The Philosophy of Reductionism

 I’ve been longing to write this post. It describes most closely how I make sense of the world.

Throughout many posts, I’ve shown examples of some simple concepts that I think are fairly universal. Those concepts are related in a kind of hierarchy. For example, here are three concepts related to one another:

  • Change: change is good; it’s fundamental and more powerful than any of us; it happens all the time (despite our perception bias related to viewing things, for example history, in a very narrow way)
  • Cyclical behavior: a lot of the change the happens is cyclical (in fact, if one is to take anOccam’s razor view of things, the simplest change in nature is a cyclical one because of the balance that is held between many competing factors; or in math, the simplest function that changes all the time is a sine wave). New ideas are just permutations of old ideas; we often take diametrically opposite views and switch back and forth many times
  • Equivalence: things are instances of higher concepts; those who can see it (we call those people conceptual thinkers, can make more out of the world because they can take the specific things they learn everyday, convert them to learnings about the concepts, and then apply the concepts back to the specific.

If you take the concept of equivalence to its logical conclusion, you will realize that everything is related in some kind of hierarchy. In fact, this idea of recursively reducing concretes into concepts is a very powerful one — you can build an entire life philosophy on it. Let’s call it reductionism.

According to reductionism, you begin understanding that everyday complexity can be lessened by relating things to one another. In other words, by taking concrete things, creating equivalence classes of them by grouping them by which concepts they represent, and then grouping those concepts together, you can travel up that ladder where the concepts are few, simple, and very fundamental. The feeling of understanding the fundamentals of the world is a very satisfying feeling. It can also help you make decisions: start with the fundamental concepts, derive the consequences, and keep going until you get to the level of specificity you require. In a way, reductionism is a wonderful framework for knowing what to do, and it’s a wonderful way for you to feel connected to everything.

Of course, there is a trade-off implied in reductionism. The higher up the hierarchy you go, the bigger the distance between your thinking and everyday life. This means that to make specific decisions (and, operating in a very concrete world, we have to make specific decisions every minute of every day), you have to do a lot of thinking: derive a lot of information from the few highly conceptual ideas. While some people I know can do it very well and almost automatically, it seems to me that nature prepared us to deal with the concrete very well — by giving us relatively more scratch space (a kind of cache to keep the details in) than computational ability (there’s only so fast that we can derive these concepts). It probably makes sense, evolutionarily — when you’re chased by a predator, you want to be able to trust your intuition rather than re-derive the idea to jump on a tree from the concepts of survival, physics, and the physical characteristics of the predator.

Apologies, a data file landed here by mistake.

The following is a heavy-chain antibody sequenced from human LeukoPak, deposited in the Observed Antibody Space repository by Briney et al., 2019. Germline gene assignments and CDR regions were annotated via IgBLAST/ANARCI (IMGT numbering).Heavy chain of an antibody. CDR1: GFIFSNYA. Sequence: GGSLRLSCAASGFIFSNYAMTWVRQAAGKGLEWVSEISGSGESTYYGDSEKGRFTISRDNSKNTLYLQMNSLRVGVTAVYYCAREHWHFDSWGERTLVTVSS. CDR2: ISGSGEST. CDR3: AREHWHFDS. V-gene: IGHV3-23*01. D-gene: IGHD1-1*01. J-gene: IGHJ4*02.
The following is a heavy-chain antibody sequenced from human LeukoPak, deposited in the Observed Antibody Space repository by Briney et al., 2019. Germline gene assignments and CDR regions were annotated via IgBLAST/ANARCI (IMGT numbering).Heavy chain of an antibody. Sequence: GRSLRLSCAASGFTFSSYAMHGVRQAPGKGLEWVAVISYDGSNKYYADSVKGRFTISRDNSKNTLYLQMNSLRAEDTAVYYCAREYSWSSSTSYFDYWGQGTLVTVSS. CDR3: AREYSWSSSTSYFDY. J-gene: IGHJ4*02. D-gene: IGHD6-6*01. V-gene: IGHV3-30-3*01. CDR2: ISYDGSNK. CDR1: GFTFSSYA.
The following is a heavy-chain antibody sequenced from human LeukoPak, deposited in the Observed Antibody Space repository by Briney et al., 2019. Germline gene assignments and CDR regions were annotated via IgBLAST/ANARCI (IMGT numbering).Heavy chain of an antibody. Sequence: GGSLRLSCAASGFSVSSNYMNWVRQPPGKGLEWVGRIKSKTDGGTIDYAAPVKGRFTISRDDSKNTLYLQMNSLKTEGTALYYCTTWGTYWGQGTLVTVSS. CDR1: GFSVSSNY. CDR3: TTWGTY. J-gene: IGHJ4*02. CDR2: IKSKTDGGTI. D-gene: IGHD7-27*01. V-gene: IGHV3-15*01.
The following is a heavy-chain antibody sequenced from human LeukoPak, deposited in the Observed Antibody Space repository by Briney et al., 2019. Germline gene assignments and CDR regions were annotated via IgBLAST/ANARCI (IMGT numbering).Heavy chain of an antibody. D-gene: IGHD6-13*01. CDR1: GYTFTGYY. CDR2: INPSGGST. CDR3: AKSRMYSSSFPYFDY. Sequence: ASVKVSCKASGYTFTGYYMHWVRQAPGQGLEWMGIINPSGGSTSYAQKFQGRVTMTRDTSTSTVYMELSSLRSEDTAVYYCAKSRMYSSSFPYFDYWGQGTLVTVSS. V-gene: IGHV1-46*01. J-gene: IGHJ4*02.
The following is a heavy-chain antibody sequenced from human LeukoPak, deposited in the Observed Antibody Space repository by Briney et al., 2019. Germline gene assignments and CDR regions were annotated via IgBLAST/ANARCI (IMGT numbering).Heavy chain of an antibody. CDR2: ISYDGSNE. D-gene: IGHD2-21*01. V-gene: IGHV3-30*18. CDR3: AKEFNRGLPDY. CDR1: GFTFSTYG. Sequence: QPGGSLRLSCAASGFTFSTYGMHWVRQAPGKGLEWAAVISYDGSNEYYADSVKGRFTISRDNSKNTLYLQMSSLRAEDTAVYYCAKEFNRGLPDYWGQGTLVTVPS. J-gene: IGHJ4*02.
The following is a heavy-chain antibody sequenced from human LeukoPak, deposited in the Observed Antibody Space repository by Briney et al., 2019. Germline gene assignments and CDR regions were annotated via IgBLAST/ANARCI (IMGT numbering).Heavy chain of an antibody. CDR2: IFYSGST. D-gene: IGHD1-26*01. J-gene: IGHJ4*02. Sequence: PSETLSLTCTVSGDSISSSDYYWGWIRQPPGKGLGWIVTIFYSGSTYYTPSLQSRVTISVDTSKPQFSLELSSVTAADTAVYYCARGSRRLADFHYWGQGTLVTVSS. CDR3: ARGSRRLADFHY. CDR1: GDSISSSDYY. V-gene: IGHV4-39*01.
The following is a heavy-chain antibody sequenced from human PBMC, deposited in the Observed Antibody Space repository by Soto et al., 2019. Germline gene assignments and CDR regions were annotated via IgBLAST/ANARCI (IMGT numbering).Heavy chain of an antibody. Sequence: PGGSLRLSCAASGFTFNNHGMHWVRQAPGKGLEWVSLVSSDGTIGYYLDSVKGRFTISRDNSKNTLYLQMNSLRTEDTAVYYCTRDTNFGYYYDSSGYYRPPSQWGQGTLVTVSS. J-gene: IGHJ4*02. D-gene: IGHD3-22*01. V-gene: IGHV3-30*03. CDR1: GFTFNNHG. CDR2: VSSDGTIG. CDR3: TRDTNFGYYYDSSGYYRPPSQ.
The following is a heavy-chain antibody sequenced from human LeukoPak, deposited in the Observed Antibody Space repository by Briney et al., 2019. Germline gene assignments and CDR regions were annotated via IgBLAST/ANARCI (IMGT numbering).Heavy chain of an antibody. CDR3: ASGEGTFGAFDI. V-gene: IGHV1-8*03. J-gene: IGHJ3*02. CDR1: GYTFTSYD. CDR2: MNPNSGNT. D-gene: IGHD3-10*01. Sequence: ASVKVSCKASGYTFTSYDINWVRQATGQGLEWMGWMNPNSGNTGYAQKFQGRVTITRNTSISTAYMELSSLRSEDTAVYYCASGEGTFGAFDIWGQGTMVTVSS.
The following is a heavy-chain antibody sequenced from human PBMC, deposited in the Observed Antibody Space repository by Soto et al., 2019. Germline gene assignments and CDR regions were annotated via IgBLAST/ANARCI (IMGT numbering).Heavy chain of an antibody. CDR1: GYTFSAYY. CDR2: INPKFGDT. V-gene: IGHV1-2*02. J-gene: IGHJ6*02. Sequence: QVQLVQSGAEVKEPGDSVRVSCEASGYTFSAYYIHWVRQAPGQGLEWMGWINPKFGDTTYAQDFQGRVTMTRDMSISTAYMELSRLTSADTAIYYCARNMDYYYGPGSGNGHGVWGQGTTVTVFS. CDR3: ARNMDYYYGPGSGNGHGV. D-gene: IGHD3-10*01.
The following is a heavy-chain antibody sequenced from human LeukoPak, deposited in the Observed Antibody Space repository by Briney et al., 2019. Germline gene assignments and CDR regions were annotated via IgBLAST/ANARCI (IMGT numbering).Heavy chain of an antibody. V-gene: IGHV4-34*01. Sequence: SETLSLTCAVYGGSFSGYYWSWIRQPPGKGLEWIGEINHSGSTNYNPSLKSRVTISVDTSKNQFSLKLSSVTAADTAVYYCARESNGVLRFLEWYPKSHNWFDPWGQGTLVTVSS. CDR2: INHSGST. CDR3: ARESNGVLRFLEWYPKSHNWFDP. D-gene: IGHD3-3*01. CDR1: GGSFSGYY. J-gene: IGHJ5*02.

There are other caveats too. There is more than one way to create a hierarchy of concepts, to reduce a set of things into a much smaller set of more abstract things. There is no right answer when it comes to the most fundamental concepts (after all, those are the different philosophies that, just like apples and oranges, cannot be compared) despite what people tell you. There is no canonical arrangement of all things in the known Universe in a hierarchy of concepts, although a poster that shows one example of such a thing would be a wonderful idea.

In other words, reductionism reshuffles the risk: from millions of tiny errors you could make in the realm of the concrete, to one humongous error you could make in the realm of the super-conceptual. A small difference in the definition of the concept at the very highest level propagates down the ladder in a nonlinear way and can produce an entirely different picture of the world (and thus can easily make you pick a totally opposite view to the one you had before the correction).

What if, despite these caveats, we want to reduce everything that’s around us to as few concepts as possible? At first it seems pretty easy. We reduce a lot of behavior to human nature; we reduce nature to evolution; we reduce the fabric of the Universe to a small set of rules. We reduce the different religions to one concept. Then we reduce the concept of religion and science. We reduce art to feeling (synthesis) and science to understanding (analysis).

In fact, I believe that we can reduce anything to a set of two concepts that are opposites. Above, synthesis and analysis are opposites. Many things can be reduced to good and evil. Other good opposites which things can be reduced to are change and stasis.

All these concepts are themselves an equivalence class. Let’s conveniently call them yinand yang. So we can reduce the infinite number of objects, ideas, thoughts, words into just two.

Then what? Can we reduce Two to One?

We can, but reducing Two to One is infinitely more difficult than reducing Infinity to Two.